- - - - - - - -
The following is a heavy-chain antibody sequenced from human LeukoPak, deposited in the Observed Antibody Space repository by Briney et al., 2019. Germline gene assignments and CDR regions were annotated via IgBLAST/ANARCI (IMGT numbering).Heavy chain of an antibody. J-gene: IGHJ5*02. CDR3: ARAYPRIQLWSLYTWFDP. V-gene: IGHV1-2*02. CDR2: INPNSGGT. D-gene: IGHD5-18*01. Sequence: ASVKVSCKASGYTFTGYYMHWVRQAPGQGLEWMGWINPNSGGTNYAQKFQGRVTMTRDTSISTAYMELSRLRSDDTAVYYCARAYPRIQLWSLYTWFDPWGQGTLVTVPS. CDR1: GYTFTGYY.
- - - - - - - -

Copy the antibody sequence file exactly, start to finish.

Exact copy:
The following is a heavy-chain antibody sequenced from human LeukoPak, deposited in the Observed Antibody Space repository by Briney et al., 2019. Germline gene assignments and CDR regions were annotated via IgBLAST/ANARCI (IMGT numbering).Heavy chain of an antibody. J-gene: IGHJ5*02. CDR3: ARAYPRIQLWSLYTWFDP. V-gene: IGHV1-2*02. CDR2: INPNSGGT. D-gene: IGHD5-18*01. Sequence: ASVKVSCKASGYTFTGYYMHWVRQAPGQGLEWMGWINPNSGGTNYAQKFQGRVTMTRDTSISTAYMELSRLRSDDTAVYYCARAYPRIQLWSLYTWFDPWGQGTLVTVPS. CDR1: GYTFTGYY.